Bromium is a well funded startup that promises to tap some little-used inherent strengths of Xen virtualization to secure public clouds, opening up the possibility of greater cost savings for businesses that will be able to trust more data to these services.
According to one of its founders, Simon Crosby, isolating functions and establishing a trusted core to hardware systems can create public cloud environments able to meet the scrutiny of regulators concerned about the safety of data.
Because Bromium is still in stealth mode, Crosby is purposely vague about some of this, but he does indicate that the technology exists to package secure systems that can be deployed within public networks and that can assure customers that privacy of data will be maintained.
Network World Senior Editor Tim Greene recently talked to Crosby about this. Here is an edited transcript of that conversation.
How do you feel about leaving behind dealing with Xen day-to-day?
Well I didn't say I'd left it. It's an open-source code base, and everything we do at Bromium is based on everything we've ever learned how to do well, which is develop software and deliver better systems relative to open source. So open source is at the heart of everything we do at Bromium without exception. Ian [Pratt, the father of Xen and co-founder of Bromium] still remains chairman of Xen.org, and we are very active still in the Xen world. It was hard leaving behind the products we had built, specifically in that category XenServer and XenClient, but Xen remains extremely productive as a technology, and it's going into incredible places. It's very interesting.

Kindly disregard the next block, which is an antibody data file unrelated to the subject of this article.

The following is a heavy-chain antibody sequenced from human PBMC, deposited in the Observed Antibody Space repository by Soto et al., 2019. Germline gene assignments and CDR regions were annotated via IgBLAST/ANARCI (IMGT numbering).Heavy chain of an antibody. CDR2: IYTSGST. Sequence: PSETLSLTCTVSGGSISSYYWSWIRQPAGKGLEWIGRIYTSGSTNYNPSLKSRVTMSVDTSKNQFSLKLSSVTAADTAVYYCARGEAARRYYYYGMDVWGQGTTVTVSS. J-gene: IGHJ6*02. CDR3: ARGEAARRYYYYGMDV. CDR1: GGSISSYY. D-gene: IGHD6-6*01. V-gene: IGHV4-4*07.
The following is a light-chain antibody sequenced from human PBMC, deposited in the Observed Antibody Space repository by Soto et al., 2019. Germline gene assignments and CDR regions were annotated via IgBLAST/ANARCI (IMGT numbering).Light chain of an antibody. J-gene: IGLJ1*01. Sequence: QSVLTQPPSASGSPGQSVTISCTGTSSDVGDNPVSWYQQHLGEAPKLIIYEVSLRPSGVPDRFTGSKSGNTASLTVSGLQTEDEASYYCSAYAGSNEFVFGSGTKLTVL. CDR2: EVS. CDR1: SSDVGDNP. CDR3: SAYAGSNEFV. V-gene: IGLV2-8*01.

What do you mean by incredible places?
Every time I peel the cover off some new widget that's being delivered -- so it's gone deeply into the science world -- lots of appliances being built with Xen-based virtualization. It's everywhere in the cloud in places I never would have imagined, some of which I'm not even allowed to tell you about. Xen has really dramatically transformed the whole cloud business and I think continues to do so.
Why can't you talk about some of the places Xen has been deployed?
Bromium does a lot of interesting things in a world that you might think of as security related that I think are actually more related to trust or being trustworthy. Many of the people we have dealt with, certainly the people when we were dealing with in the federal government when we built XenClient. These folks run deeply secure systems that they won't even tell me about because I have no security clearances. So often the conversations are quite one-way, and they're always with somebody named Bob even though they all look different. It's remarkable that open source has provided a fantastic vehicle for delivering technologies into communities where trust is absolutely fundamental, and there they seem to prefer the open-source methodology because everything is in the open. Then they can get their own hands on it, and they don't have to believe anybody. They don't have to believe me or anybody else. They can put their own eyes on the code and particularly in the case of XenClient the core security modules were written by contributors from federal security agencies, people you would never normally expect to do this work.